When the news broke last week that Pink Floyd had won a court ruling, stopping their record label from selling individual tracks from the band's concept albums online, many in the media responded with jeers, ordering the group to crawl back into whichever cave they were living in. The Floyd are charged with being old-fashioned almost as often as they are with being pompous, but now they were being accused of cynically dictating how fans purchase and listen to music in their own homes. How dare they?
Some even suspected their hard line against "unbundling" LPs was a moneymaking ploy, forcing fans to buy unwanted album tracks alongside the group's better-known songs such as Another Brick in the Wall. This would be particularly criminal, presumably because the psychedelic rockers have already sold a bazillion albums and should probably be giving away their music for free by now. Wrong. Wrong. Wrong.
Whatever you think of the group's grandiose, self-indulgent, solo-driven music (I'm a total sucker for it), the court victory is a major win for artistic integrity and music in general. In an age when hastily assembled iTunes playlists and downloadable mixed tapes have further shortened our attention spans and almost committed the long player to the dust, unweaving masterpieces such as Dark Side of the Moon, Wish You Were Here or The Wall would be the final insult.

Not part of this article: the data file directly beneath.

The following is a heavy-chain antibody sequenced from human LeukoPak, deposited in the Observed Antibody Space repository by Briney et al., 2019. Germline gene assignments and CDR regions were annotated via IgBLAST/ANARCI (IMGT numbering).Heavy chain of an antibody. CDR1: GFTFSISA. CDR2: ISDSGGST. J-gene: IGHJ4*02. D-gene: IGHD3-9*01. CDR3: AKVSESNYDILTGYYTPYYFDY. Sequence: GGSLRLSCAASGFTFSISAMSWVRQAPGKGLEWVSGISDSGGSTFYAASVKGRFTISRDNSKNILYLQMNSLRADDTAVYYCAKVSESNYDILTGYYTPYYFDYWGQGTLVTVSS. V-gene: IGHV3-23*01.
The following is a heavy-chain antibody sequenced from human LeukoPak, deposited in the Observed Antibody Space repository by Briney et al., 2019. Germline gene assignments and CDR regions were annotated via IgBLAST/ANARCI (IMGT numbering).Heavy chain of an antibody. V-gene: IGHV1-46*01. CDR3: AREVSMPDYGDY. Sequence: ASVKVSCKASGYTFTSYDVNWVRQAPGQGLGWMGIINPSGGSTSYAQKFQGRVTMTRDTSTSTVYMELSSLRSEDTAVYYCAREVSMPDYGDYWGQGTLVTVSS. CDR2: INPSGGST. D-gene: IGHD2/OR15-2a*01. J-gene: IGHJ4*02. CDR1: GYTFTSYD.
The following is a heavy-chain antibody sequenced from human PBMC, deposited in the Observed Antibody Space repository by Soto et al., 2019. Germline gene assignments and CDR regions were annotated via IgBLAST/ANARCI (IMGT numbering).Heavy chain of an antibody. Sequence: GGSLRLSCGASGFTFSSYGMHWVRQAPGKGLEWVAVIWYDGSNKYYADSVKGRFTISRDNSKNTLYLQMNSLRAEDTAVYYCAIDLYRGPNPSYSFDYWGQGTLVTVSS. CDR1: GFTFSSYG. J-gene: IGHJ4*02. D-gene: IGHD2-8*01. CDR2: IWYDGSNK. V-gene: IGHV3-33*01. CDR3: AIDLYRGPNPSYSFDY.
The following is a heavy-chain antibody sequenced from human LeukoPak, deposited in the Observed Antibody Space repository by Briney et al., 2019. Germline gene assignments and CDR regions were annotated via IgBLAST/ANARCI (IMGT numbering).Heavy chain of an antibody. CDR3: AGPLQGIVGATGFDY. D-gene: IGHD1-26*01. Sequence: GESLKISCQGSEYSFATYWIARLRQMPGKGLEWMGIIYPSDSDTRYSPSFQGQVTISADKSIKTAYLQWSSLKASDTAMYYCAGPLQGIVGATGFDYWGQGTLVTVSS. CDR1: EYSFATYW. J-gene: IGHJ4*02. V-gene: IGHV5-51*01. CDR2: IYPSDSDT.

Not only do many of the tracks run into one another like symphonic movements, the albums also have narrative arcs that fall apart when the songs are chopped into bite-sized pieces. Listening to Dark Side's Eclipse without first sitting through Time would be like fast-forwarding to the bit in Apocalypse Now when Brando turns-up, then going back to the opening scene when Martin Sheen receives his orders. Jumbling up Floyd's songs on a playlist with other artists would be like sitting down to watch Star Wars, only to have your remote control begin skipping between all the movie channels every four-and-a-half minutes.
It's not just Pink Floyd's concept albums that deserve to be preserved (David Bowie's The Rise and Fall of Ziggy Stardust and the Spiders from Mars should also be played in full). Many non-concept albums also deserve to be kept whole for atmospheric reasons; I'm looking at you Radiohead's Kid A. Likewise, not every classic album needs to be played from start to finish. It certainly wouldn't be a crime to pluck songs from more scattershot fare such as The Beatles' Rubber Soul or Lou Reed's Revolver and commit them to a mix.
Although most artists' music wouldn't suffer from dissection quite like the Floyd's, I wish more would refuse to allow their tracks to be sold separately. The judge who presided over the case said the ruling will "preserve the artistic integrity of the albums". If, as most signs seem to suggest, the album as we know it will cease to exist in the near future, let's enjoy the ones we have the way they were intended.